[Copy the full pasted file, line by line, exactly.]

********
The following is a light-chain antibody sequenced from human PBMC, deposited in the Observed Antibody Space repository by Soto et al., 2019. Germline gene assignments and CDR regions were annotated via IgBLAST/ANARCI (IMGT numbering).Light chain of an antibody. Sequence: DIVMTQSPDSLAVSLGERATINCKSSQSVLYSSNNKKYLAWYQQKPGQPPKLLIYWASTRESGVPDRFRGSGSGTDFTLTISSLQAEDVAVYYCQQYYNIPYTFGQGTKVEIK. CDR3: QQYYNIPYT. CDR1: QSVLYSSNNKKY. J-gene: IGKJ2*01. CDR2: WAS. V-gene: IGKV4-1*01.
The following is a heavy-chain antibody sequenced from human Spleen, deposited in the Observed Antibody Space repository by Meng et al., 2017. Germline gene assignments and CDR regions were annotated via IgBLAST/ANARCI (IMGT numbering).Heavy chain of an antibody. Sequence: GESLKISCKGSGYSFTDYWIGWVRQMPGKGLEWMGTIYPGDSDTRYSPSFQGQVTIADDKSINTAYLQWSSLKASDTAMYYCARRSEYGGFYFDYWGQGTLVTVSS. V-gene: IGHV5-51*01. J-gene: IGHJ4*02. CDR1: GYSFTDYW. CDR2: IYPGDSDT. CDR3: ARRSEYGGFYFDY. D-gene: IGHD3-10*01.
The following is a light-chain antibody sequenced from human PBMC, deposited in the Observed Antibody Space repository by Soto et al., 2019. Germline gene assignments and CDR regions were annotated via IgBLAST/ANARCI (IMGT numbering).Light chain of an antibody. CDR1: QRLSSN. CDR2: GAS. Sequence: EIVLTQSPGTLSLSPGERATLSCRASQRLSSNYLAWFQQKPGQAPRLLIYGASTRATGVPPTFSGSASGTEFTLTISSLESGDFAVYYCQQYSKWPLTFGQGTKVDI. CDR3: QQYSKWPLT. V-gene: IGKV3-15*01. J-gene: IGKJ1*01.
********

The following is a light-chain antibody sequenced from human PBMC, deposited in the Observed Antibody Space repository by Soto et al., 2019. Germline gene assignments and CDR regions were annotated via IgBLAST/ANARCI (IMGT numbering).Light chain of an antibody. Sequence: DIVMTQSPDSLAVSLGERATINCKSSQSVLYSSNNKKYLAWYQQKPGQPPKLLIYWASTRESGVPDRFRGSGSGTDFTLTISSLQAEDVAVYYCQQYYNIPYTFGQGTKVEIK. CDR3: QQYYNIPYT. CDR1: QSVLYSSNNKKY. J-gene: IGKJ2*01. CDR2: WAS. V-gene: IGKV4-1*01.
The following is a heavy-chain antibody sequenced from human Spleen, deposited in the Observed Antibody Space repository by Meng et al., 2017. Germline gene assignments and CDR regions were annotated via IgBLAST/ANARCI (IMGT numbering).Heavy chain of an antibody. Sequence: GESLKISCKGSGYSFTDYWIGWVRQMPGKGLEWMGTIYPGDSDTRYSPSFQGQVTIADDKSINTAYLQWSSLKASDTAMYYCARRSEYGGFYFDYWGQGTLVTVSS. V-gene: IGHV5-51*01. J-gene: IGHJ4*02. CDR1: GYSFTDYW. CDR2: IYPGDSDT. CDR3: ARRSEYGGFYFDY. D-gene: IGHD3-10*01.
The following is a light-chain antibody sequenced from human PBMC, deposited in the Observed Antibody Space repository by Soto et al., 2019. Germline gene assignments and CDR regions were annotated via IgBLAST/ANARCI (IMGT numbering).Light chain of an antibody. CDR1: QRLSSN. CDR2: GAS. Sequence: EIVLTQSPGTLSLSPGERATLSCRASQRLSSNYLAWFQQKPGQAPRLLIYGASTRATGVPPTFSGSASGTEFTLTISSLESGDFAVYYCQQYSKWPLTFGQGTKVDI. CDR3: QQYSKWPLT. V-gene: IGKV3-15*01. J-gene: IGKJ1*01.